Moody's Investors Service has changed the outlook on its ratings for Romania to stable from positive, following the country’s expansionary fiscal policy, the ratings agency announced on April 21. At the same time, it has affirmed the Baa3 long-term issuer rating and senior unsecured ratings, the (P) Baa3 MTN programme rating, as well as the Prime-3 (P-3) short term issuer rating of Romania.
The change in outlook is the first negative signal from a rating agency since the government announced salary hikes and tax reductions, which are expected to increase budget deficit. The IMF and the European Commission have already forecast the deficit will exceed the 3% of GDP threshold for the EU's Excessive Deficit Procedure.
Romania's expansionary fiscal policy has resulted in a material widening of its fiscal deficit, and this is expected to lead to an increase in the government debt to GDP ratio, Moody’s said. The ratings agency considers that Romania has not taken advantage of the favourable macroeconomic and financial market conditions to bring its public debt onto a clear downward trajectory and to restore the fiscal buffers it lost in the aftermath of the crisis.
The change in outlook was also triggered by the pro-cyclical macroeconomic policy, which has led to rapid wage growth, a deterioration in price competitiveness and a widening of the current account deficit.
“In December 2015, the positive outlook on the ratings of Romania were based upon the expectation that the improvement of fiscal and debt metrics would be sustained, and the vulnerability of the economy to external shocks would be reduced. Those assumptions are not supported by the economic and fiscal trends observed since then or by those expected going forward,” Moody’s said.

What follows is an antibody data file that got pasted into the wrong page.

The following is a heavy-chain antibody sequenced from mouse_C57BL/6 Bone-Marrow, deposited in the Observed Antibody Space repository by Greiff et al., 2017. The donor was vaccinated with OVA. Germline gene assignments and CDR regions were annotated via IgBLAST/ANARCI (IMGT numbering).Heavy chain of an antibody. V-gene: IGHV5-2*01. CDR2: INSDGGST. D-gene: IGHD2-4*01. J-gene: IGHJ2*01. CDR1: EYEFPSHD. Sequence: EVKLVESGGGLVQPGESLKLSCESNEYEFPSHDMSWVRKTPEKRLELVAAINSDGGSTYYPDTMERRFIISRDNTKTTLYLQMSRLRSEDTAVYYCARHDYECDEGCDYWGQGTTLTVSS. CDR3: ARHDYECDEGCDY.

Romania’s public finances are expected to deteriorate over coming years as a result of the fiscal easing measures introduced by the government. The government debt burden and debt affordability metrics are set to deteriorate over the medium term and Moody's expects government debt stock to be above 45% by 2021, as compared to 38.0% at the end of 2015 and 12.7% in 2007.
On the other hand, Moody’s expects GDP to continue to expand in the medium term. The economy is expected to grow by 4% this year and by 3.5% next year. However, growth remains constrained by the lack of structural reforms, remaining weaknesses in the institutional framework and institutional effectiveness, economic policies that hinder stronger private investment, a comparatively low labour participation rate and emigration.
Moody’s kept Romania's long-term country ceilings for local and foreign currency bonds and for local currency bank deposits unchanged at A3. Its long-term country ceiling for foreign currency bank deposits remains unchanged at Baa3. Its short-term country ceiling for foreign-currency bonds remains unchanged at Prime-2 (P-2), and its short-term country ceiling for foreign currency bank deposits remains unchanged at Prime-3 (P-3).
The cabinet of Romanian Prime Minister Mihai Tudose survived a non-confidence vote on November 23, as the motion submitted by the opposition National Liberal Party (PNL) was backed by only 159 MPs ... more
CEFC, the acquisitive Chinese energy group, and Penta Investments, the closely-held Slovak financial group, are bidding together for Time Warner’s stake in Central European Media Enterprises (CME), ... more
Italian Enel Group will invest about €565mn in Romania in 2018-2020 to upgrade its electricity distribution infrastructure, Enel Group infrastructure and network manager Liviu Gallo stated in an ... more